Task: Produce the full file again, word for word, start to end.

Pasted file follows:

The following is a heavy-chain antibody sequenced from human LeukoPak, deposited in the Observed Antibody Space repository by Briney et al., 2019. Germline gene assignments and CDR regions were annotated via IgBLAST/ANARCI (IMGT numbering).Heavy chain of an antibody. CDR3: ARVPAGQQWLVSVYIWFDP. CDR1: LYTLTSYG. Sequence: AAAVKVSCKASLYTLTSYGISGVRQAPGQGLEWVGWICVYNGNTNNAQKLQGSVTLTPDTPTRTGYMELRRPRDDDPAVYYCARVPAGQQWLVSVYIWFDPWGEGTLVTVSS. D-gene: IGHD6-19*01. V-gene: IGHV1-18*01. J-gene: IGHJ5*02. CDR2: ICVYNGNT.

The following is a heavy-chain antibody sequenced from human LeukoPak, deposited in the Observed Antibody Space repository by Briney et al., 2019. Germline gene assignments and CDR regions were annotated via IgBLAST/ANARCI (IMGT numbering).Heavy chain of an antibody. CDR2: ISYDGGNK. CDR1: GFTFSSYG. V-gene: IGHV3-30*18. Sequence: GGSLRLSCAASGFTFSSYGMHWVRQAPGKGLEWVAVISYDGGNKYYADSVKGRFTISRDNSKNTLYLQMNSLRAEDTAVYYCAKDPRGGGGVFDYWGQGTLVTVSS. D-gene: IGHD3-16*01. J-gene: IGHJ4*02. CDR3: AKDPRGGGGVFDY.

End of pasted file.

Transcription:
The following is a heavy-chain antibody sequenced from human LeukoPak, deposited in the Observed Antibody Space repository by Briney et al., 2019. Germline gene assignments and CDR regions were annotated via IgBLAST/ANARCI (IMGT numbering).Heavy chain of an antibody. CDR3: ARVPAGQQWLVSVYIWFDP. CDR1: LYTLTSYG. Sequence: AAAVKVSCKASLYTLTSYGISGVRQAPGQGLEWVGWICVYNGNTNNAQKLQGSVTLTPDTPTRTGYMELRRPRDDDPAVYYCARVPAGQQWLVSVYIWFDPWGEGTLVTVSS. D-gene: IGHD6-19*01. V-gene: IGHV1-18*01. J-gene: IGHJ5*02. CDR2: ICVYNGNT.

The following is a heavy-chain antibody sequenced from human LeukoPak, deposited in the Observed Antibody Space repository by Briney et al., 2019. Germline gene assignments and CDR regions were annotated via IgBLAST/ANARCI (IMGT numbering).Heavy chain of an antibody. CDR2: ISYDGGNK. CDR1: GFTFSSYG. V-gene: IGHV3-30*18. Sequence: GGSLRLSCAASGFTFSSYGMHWVRQAPGKGLEWVAVISYDGGNKYYADSVKGRFTISRDNSKNTLYLQMNSLRAEDTAVYYCAKDPRGGGGVFDYWGQGTLVTVSS. D-gene: IGHD3-16*01. J-gene: IGHJ4*02. CDR3: AKDPRGGGGVFDY.